Alaska Auto Dealer Bonds Explained
The state jurisdiction in most states across the country requires motor vehicle dealers to obtain a license as a way of regulating their business. An essential part of the dealer licensing process in Alaska is posting an auto dealer surety bond.
The surety bond is a contractual agreement signed between three parties: a principal, an obligee and a surety. In the case of the Alaska auto dealer bond these parties are: the auto dealer, the State of Alaska Division of Motor Vehicles and a surety bonds company.
The Alaska auto dealer bond protects any person who suffers damage as a result of unlawful business practices on the part of the dealer. It’s a safety measure that ensures the dealers will follow all state regulations and will not violate the provisions of AS 08.66. If the dealer fails to comply with the law and breaks the agreement, the surety will compensate the state or the customer, depending on the case.
Frequently Asked Questions
Who needs to obtain this bond?
New or used motor vehicles dealers, as well as buyer’s agents in Alaska, are required to obtain a bond as part of their licensing application. They will need to submit an original, notarized surety bond to the DMV. The bond must be in force at all times while you conduct your business in Alaska.
The bond amount is $50,000 for new and used vehicles dealers and $25,000 for dealers, planning on selling only motorcycles. Note that boat dealers are not required to be bonded.
State of Alaska
Division of Motor Vehicles
1300 W Benson Boulevard, STE 300
Anchorage, Alaska 99503-3696
Telephone: (907) 269-3755
How much does the bond cost?
New and used motor vehicles dealers need to post a $50,000 bond. If you are looking to sell only motorcycles, you need a $25,000 bond. These amounts, however, are not what dealers are required to pay in order to get bonded.
The premiums to be paid once every two years are a fraction of the whole amount, a percentage usually between 1% and 3%. The final price of your bond depends on a number of factors, your personal credit score being the most important one. Here’s an example of how to roughly estimate your bonding cost, based on your credit score.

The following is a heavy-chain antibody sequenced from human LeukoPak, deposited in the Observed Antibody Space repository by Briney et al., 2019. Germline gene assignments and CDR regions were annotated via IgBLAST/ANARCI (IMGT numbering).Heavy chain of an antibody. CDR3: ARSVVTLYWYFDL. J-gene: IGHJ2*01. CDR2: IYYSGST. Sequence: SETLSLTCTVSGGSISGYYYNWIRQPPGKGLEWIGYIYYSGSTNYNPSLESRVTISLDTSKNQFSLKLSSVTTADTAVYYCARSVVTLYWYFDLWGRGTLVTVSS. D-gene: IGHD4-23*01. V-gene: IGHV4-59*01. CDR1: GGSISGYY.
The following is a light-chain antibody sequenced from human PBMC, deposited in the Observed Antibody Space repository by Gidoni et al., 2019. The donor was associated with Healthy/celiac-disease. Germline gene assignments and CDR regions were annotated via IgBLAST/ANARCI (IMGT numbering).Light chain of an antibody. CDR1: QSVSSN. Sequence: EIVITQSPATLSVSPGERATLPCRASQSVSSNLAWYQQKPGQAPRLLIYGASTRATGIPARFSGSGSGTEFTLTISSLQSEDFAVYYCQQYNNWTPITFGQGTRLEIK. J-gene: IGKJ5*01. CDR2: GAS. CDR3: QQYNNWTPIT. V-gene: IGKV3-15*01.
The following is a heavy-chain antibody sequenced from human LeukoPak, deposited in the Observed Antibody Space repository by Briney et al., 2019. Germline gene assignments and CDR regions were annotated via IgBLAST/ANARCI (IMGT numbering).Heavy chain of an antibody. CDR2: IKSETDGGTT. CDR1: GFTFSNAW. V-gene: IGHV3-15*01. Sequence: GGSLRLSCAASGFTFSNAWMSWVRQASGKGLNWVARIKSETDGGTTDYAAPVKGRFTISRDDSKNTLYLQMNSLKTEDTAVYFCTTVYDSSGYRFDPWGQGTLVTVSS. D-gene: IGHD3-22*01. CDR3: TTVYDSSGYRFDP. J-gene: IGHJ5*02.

|Bond Type||Surety Bond Amount||Above 700||Between 650-699||Between 600-649||Below 599|
|New and Used Vehicle Dealers||$50,000||$375-$750||$500-$1,500||$1,250-$,2500||$2,500-$5,000|
Are there any bad credit bonds options?
With Lance Surety Bonds even clients who have a bad or no credit score can get an bonded. Our Bad Credit Program is designed to help dealers with problematic financial backgrounds get the bond they need.
The premium amount will be in the range of 5%-10%. The rates are slightly raised to compensate for the increased bonding risk when it comes to clients with low credit. However, as Lance Surety Bonds works with a number of established A-rated, T-listed surety companies, your best quote and top price are still guaranteed.
How do I apply for an Alaska auto dealer bond?
Simply use our online application to submit your request and we will contact you back with your free quote within minutes.
If you have further questions on the bonding process, you can call our surety bonds experts at (877) 514-5146. They are well-acquainted with the Alaska bonding requirements and they’re here to assist you with any difficulties you might encounter.
Want to know more about the dealer bonds? Visit our “How to Get Bonded” page to learn more information on the process of obtaining an auto dealer bond.
When do I have to renew my bond?
The Alaska auto dealer license is valid for two years after registered. Upon expiry of your license, you are required to renew your auto dealer bond as well. So you must renew your bond every two years, for as long as your business is operating.
What if I get a bond claim?
Do your best to avoid claims as they are not only quite costly but will also affect your future credibility. As the bond is designed to protect your customers and the state, any fraudulent activity you might engage in could lead to a claim filed against you.
If the claim is valid, you may be ordered to pay up to $50,000 in compensation. If a dispute takes place, usually it’s easiest and cheapest to look for a settlement outside of court.